The early church usually sent teams - Acts 8, Acts 13, Acts … All one needs to do is study the book of Acts to see the answer: kingdom-focused corporate prayer. Principle 2: Worship Worship God every week in spirit and truth. This article presents the concept of 'church growth' alongside evangelism mainly in the book of Acts. We see in nature that healthy things grow. A social-rhetorical texture analysis of the book of Acts reveals three themes or stages in the Early Church: growth, competition and change.

Overview of the Book of Acts

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church growth principles in the book of acts pdf

Acts of the Apostles , abbreviation Acts , fifth book of the New Testament , a valuable history of the early Christian church. Acts was written in Greek, presumably by St. Luke the Evangelist. Acts was apparently written in Rome , perhaps between 70 and 90 ce , though some think a slightly earlier date is also possible.

Lesson 2 in the series The Book of Acts:. Examines the structure and content of Acts by looking at the ways Luke organized his material, and at the message he intended to teach. As a teacher, I sometimes have the opportunity to travel in many countries around the world.

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British Broadcasting Corporation Home. A profile of Pentecostal Christianity, its history and increasing popularity, and Pentecostalist worshippers' customs of speaking in tongues, prayer cloths, healing by laying on of hands and rarely serpent handling. According to research published in December , Pentecostals are the fastest-growing group of Christians in the UK. The research was based on an analysis of the English Church Census, carried out by the charity Christian Research and was funded by the Economic and Social Research Council. Pentecostalism is a form of Christianity that emphasises the work of the Holy Spirit and the direct experience of the presence of God by the believer.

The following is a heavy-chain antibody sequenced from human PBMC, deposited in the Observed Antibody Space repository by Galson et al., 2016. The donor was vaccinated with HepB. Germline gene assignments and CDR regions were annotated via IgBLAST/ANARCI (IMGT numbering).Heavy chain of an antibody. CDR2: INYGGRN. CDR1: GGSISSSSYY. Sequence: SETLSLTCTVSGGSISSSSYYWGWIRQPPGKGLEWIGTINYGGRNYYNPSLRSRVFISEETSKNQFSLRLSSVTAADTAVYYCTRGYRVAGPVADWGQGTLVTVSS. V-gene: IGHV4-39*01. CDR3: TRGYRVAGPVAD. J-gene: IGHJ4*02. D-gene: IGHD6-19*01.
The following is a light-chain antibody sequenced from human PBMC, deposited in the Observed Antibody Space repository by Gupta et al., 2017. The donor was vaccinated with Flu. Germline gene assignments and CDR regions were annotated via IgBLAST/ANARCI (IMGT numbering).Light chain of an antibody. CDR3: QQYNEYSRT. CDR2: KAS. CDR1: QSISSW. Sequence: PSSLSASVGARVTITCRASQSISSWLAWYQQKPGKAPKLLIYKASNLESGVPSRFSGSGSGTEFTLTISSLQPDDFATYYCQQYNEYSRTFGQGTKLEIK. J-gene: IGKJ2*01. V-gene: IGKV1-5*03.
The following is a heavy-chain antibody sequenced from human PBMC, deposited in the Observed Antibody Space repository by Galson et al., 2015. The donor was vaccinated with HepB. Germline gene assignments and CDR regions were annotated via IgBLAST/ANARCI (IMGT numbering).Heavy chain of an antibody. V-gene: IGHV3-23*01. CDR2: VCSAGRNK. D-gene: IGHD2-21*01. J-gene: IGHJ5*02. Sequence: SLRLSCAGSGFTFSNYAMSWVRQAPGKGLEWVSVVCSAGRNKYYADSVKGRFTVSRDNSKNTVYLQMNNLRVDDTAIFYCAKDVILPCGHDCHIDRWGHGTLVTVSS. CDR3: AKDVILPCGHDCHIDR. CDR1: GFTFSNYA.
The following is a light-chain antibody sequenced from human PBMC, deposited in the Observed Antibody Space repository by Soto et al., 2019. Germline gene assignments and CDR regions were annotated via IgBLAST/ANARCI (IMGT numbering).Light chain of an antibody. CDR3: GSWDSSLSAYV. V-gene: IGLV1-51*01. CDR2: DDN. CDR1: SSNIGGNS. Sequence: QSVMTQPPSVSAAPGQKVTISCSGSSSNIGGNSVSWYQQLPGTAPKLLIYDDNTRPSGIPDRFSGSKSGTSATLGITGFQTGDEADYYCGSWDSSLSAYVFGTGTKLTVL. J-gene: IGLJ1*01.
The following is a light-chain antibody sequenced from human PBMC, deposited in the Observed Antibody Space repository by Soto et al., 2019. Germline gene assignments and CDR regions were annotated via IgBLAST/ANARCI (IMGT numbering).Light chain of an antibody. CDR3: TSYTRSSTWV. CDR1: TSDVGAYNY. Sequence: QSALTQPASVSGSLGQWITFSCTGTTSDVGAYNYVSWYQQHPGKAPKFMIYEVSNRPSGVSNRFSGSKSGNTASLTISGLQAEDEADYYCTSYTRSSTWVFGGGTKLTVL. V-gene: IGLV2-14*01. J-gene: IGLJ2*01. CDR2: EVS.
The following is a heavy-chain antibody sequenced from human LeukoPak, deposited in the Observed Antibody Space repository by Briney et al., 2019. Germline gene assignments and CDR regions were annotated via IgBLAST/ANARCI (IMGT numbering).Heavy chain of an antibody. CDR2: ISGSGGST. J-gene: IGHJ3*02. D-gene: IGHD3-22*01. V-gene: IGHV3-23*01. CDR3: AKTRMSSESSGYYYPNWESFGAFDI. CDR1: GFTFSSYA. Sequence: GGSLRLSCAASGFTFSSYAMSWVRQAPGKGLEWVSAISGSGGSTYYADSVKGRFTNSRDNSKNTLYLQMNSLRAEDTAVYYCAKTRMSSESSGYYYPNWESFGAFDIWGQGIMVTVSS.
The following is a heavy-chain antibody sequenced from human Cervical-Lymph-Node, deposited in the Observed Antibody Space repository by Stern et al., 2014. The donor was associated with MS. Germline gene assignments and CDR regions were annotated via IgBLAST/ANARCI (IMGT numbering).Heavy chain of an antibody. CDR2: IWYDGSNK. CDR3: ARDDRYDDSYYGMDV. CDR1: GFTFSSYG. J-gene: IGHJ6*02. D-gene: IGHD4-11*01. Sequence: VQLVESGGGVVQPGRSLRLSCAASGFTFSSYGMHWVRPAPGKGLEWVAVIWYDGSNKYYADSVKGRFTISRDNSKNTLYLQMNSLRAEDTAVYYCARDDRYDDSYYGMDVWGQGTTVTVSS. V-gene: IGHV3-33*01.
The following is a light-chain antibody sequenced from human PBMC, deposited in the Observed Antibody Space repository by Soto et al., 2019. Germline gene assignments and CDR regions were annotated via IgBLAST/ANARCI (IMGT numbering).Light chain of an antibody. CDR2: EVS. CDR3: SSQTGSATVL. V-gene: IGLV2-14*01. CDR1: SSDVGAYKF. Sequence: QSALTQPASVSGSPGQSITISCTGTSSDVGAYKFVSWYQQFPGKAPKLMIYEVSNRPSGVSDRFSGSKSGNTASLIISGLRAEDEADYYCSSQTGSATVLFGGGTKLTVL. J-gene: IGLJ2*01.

Не тяжелей, чем обычно.  - Стратмор пожал плечами.  - Фонд электронных границ замучил неприкосновенностью частной жизни и переписки. Сьюзан хмыкнула. Этот фонд, всемирная коалиция пользователей компьютеров, развернул мощное движение в защиту гражданских свобод, прежде всего свободы слова в Интернете, разъясняя людям реальности и опасности жизни в электронном мире.

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4 comments

  • Danny K. 08.06.2021 at 17:26

    Energy efficient buildings with solar and geothermal resources pdf prentice hall us history reconstruction to the present pdf free

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  • Yrko L. 10.06.2021 at 09:17

    The introduction of Acts and the book of Luke help us to determine the The kingdom of God is identified as the church of Jesus Christ (see Matthew ​.

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  • Audric D. L. R. 10.06.2021 at 17:13

    The Book of Acts: A History of the Early Church Lesson One: Introduction. E. At one appearance, Jesus charged His apostles not to depart from Jerusalem.

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  • Mickg 13.06.2021 at 19:43

    Acts INTRODUCTION. 1. The New Testament is a collection of 27 books. Some written to people at large, others to individual Christians and churches Dana & J.R. Mantey, A Manual Grammar of the Greek New Testament, New York:​.